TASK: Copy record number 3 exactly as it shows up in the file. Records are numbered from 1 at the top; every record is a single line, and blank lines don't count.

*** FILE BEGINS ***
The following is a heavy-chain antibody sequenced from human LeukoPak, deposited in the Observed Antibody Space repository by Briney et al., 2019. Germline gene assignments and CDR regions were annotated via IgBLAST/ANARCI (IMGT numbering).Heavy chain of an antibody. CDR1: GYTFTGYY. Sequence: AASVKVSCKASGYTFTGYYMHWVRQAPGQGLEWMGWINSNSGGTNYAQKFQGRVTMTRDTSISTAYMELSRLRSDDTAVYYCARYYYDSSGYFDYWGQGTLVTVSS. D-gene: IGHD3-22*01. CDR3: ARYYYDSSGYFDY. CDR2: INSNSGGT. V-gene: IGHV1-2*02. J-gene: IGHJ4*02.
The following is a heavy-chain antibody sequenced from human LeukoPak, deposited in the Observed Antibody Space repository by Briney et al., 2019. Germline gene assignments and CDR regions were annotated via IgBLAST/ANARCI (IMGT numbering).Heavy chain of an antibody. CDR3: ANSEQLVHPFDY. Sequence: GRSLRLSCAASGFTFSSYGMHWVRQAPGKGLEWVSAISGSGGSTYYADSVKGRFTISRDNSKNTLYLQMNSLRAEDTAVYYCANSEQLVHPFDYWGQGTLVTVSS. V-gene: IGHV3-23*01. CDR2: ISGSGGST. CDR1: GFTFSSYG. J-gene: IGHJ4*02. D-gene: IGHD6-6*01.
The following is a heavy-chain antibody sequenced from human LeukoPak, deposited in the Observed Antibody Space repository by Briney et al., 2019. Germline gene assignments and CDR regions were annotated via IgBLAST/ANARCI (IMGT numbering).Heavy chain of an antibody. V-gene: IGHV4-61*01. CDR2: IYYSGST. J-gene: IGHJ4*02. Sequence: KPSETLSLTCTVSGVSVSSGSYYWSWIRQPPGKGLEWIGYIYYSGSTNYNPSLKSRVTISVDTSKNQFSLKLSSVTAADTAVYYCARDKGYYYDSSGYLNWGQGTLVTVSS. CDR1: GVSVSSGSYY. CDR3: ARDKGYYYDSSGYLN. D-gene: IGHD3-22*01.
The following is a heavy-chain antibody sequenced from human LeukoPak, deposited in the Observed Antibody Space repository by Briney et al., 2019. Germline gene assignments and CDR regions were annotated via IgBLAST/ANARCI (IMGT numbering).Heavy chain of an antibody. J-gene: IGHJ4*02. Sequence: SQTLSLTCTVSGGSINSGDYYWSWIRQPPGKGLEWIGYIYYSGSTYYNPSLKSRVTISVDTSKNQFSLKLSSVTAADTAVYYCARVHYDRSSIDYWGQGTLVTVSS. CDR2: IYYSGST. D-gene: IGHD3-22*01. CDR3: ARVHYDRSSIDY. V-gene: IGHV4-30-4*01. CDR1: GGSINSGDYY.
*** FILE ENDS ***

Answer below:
The following is a heavy-chain antibody sequenced from human LeukoPak, deposited in the Observed Antibody Space repository by Briney et al., 2019. Germline gene assignments and CDR regions were annotated via IgBLAST/ANARCI (IMGT numbering).Heavy chain of an antibody. V-gene: IGHV4-61*01. CDR2: IYYSGST. J-gene: IGHJ4*02. Sequence: KPSETLSLTCTVSGVSVSSGSYYWSWIRQPPGKGLEWIGYIYYSGSTNYNPSLKSRVTISVDTSKNQFSLKLSSVTAADTAVYYCARDKGYYYDSSGYLNWGQGTLVTVSS. CDR1: GVSVSSGSYY. CDR3: ARDKGYYYDSSGYLN. D-gene: IGHD3-22*01.